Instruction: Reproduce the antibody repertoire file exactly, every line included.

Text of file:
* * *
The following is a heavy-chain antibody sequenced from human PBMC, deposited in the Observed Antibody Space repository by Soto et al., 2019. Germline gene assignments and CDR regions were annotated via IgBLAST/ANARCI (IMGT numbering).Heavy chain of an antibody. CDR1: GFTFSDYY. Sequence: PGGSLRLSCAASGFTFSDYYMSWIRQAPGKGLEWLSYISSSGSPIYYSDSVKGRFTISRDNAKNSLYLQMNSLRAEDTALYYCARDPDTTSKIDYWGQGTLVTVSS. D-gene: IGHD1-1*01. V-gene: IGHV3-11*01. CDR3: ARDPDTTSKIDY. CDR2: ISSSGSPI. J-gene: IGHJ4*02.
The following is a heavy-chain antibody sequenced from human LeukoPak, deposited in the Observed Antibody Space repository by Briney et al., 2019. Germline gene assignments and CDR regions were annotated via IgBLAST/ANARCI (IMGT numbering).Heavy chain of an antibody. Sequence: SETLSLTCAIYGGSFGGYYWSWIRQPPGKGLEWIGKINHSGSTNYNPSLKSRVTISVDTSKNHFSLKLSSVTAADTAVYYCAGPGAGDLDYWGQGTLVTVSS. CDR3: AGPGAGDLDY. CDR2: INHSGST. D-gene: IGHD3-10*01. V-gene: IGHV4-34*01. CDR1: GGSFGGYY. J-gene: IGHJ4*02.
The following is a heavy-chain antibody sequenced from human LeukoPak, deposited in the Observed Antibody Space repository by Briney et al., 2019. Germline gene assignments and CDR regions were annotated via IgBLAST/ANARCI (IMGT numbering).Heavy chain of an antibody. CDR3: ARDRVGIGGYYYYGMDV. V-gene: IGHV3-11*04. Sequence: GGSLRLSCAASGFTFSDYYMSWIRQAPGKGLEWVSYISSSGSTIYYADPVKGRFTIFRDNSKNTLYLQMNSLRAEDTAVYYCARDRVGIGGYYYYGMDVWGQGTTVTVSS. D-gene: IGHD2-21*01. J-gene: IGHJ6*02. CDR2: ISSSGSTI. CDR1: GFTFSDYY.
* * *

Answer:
The following is a heavy-chain antibody sequenced from human PBMC, deposited in the Observed Antibody Space repository by Soto et al., 2019. Germline gene assignments and CDR regions were annotated via IgBLAST/ANARCI (IMGT numbering).Heavy chain of an antibody. CDR1: GFTFSDYY. Sequence: PGGSLRLSCAASGFTFSDYYMSWIRQAPGKGLEWLSYISSSGSPIYYSDSVKGRFTISRDNAKNSLYLQMNSLRAEDTALYYCARDPDTTSKIDYWGQGTLVTVSS. D-gene: IGHD1-1*01. V-gene: IGHV3-11*01. CDR3: ARDPDTTSKIDY. CDR2: ISSSGSPI. J-gene: IGHJ4*02.
The following is a heavy-chain antibody sequenced from human LeukoPak, deposited in the Observed Antibody Space repository by Briney et al., 2019. Germline gene assignments and CDR regions were annotated via IgBLAST/ANARCI (IMGT numbering).Heavy chain of an antibody. Sequence: SETLSLTCAIYGGSFGGYYWSWIRQPPGKGLEWIGKINHSGSTNYNPSLKSRVTISVDTSKNHFSLKLSSVTAADTAVYYCAGPGAGDLDYWGQGTLVTVSS. CDR3: AGPGAGDLDY. CDR2: INHSGST. D-gene: IGHD3-10*01. V-gene: IGHV4-34*01. CDR1: GGSFGGYY. J-gene: IGHJ4*02.
The following is a heavy-chain antibody sequenced from human LeukoPak, deposited in the Observed Antibody Space repository by Briney et al., 2019. Germline gene assignments and CDR regions were annotated via IgBLAST/ANARCI (IMGT numbering).Heavy chain of an antibody. CDR3: ARDRVGIGGYYYYGMDV. V-gene: IGHV3-11*04. Sequence: GGSLRLSCAASGFTFSDYYMSWIRQAPGKGLEWVSYISSSGSTIYYADPVKGRFTIFRDNSKNTLYLQMNSLRAEDTAVYYCARDRVGIGGYYYYGMDVWGQGTTVTVSS. D-gene: IGHD2-21*01. J-gene: IGHJ6*02. CDR2: ISSSGSTI. CDR1: GFTFSDYY.